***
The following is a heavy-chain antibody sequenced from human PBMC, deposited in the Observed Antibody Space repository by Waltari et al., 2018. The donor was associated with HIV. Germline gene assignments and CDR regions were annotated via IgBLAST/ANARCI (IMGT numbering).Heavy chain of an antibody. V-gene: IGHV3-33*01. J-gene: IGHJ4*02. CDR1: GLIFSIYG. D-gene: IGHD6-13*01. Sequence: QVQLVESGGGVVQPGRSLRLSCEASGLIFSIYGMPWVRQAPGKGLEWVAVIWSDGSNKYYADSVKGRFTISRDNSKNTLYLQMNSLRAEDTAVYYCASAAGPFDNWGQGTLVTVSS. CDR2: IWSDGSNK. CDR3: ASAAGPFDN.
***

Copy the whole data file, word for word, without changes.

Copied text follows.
The following is a heavy-chain antibody sequenced from human PBMC, deposited in the Observed Antibody Space repository by Waltari et al., 2018. The donor was associated with HIV. Germline gene assignments and CDR regions were annotated via IgBLAST/ANARCI (IMGT numbering).Heavy chain of an antibody. V-gene: IGHV3-33*01. J-gene: IGHJ4*02. CDR1: GLIFSIYG. D-gene: IGHD6-13*01. Sequence: QVQLVESGGGVVQPGRSLRLSCEASGLIFSIYGMPWVRQAPGKGLEWVAVIWSDGSNKYYADSVKGRFTISRDNSKNTLYLQMNSLRAEDTAVYYCASAAGPFDNWGQGTLVTVSS. CDR2: IWSDGSNK. CDR3: ASAAGPFDN.